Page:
been replaced at Parkhead by former skipper Billy McNeill and
he was disaffected with the Glasgow giants. It was generally accepted
that Stein's move was motivated more by resentment against his
former employers than any great desire to restore United's fortunes.
He had previously rejected a number of offers from other English
clubs and at 55 he had no real hunger to uproot his family, but
could not bear to be offered a backroom job at Celtic and he accepted
the United position on August 21. It was reported that Stein hadn't
been Leeds' first choice; apparently Lawrie McMenemy had turned
down an offer, leaving the directors to pursue their next best
There were high hopes at Elland Road that Stein, with his experience
and standing in the game, could take United back to the very top,
but it was soon clear that his heart wasn't in the move. He never
signed a contract and quit after six weeks to take control of
the Scottish national side.
Sunderland manager Jimmy Adamson, who had come close to being
appointed England manager in the Sixties as replacement to Walter
Winterbottom, was Stein's successor, taking up the reins in October.
Adamson inherited a difficult situation: the side had won just
three of its first ten League fixtures, and two of its greatest
stalwarts, Paul Reaney and Allan Clarke, had ended illustrious
associations with Elland Road, moving on to Bradford City and
Barnsley respectively. The new manager took a pragmatic early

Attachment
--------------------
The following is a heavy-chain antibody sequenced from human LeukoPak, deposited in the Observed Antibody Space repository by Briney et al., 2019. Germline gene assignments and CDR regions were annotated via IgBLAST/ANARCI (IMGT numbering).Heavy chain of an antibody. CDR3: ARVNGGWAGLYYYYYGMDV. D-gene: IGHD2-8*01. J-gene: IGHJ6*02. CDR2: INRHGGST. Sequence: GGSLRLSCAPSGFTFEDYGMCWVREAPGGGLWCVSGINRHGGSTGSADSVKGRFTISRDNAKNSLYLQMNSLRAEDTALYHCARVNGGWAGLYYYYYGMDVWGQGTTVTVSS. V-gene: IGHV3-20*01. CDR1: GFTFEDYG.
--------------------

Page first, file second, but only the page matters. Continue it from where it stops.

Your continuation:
approach, claiming "I want to see Leeds win first and entertain
The early signs were good as Adamson hinted at being able to
inspire the side to better things. Under his guidance, United
enjoyed a 16-game unbeaten run in the League. That initial period
included a hard-earned draw away to champions elect Liverpool
at the start of November, with Bob Paisley's men requiring a late
penalty to gain a share of the points.
Despite his initial caution, Adamson also got Leeds playing some
attractive football; inspired by Tony Currie, they fought back
from being 3-1 down in the FA Cup to West Bromwich Albion to earn
a 3-3 draw before going out in a replay.
United tailed off towards the end of the campaign, but managed
to secure a fifth place spot
and a return to European competition by qualifying for the UEFA
They also reached the League Cup semi finals, and looked a good
bet for Wembley when they took a 2-0 lead in the first leg at
home to Southampton. But the Saints fought back strongly to earn
a 2-2 draw and then won 1-0 in the return at the Dell to eliminate
Adamson set about the challenging task of reshaping his playing
strength. David Stewart and Peter Lorimer departed before the
end of the campaign and the summer months brought further exits
in the shape of Tony Currie, Frank Gray and John Hawley. Adamson
had already paid out £357,000, a record for an English full-back,
when signing Kevin Hird from Blackburn in March, and he continued
to splash out the cash, signing Alan Curtis, Brian Greenhoff,
Gary Hamson, Wayne Entwistle and Jeff Chandler in the close season.
These were modest names after those that had graced Don Revie's
team sheets. Paul Madeley, David Harvey, Eddie Gray and Trevor
Cherry remained in situ to preserve a link with the Revie years,
but United were in the throes of transition as the decade drew
to a close. The early months of Adamson's reign hinted they would
be able to compete once more at the highest level, with the promise
of European competition getting the juices going, but there was
an unmistakable air of apprehension around Elland Road as the
decade drew to a close.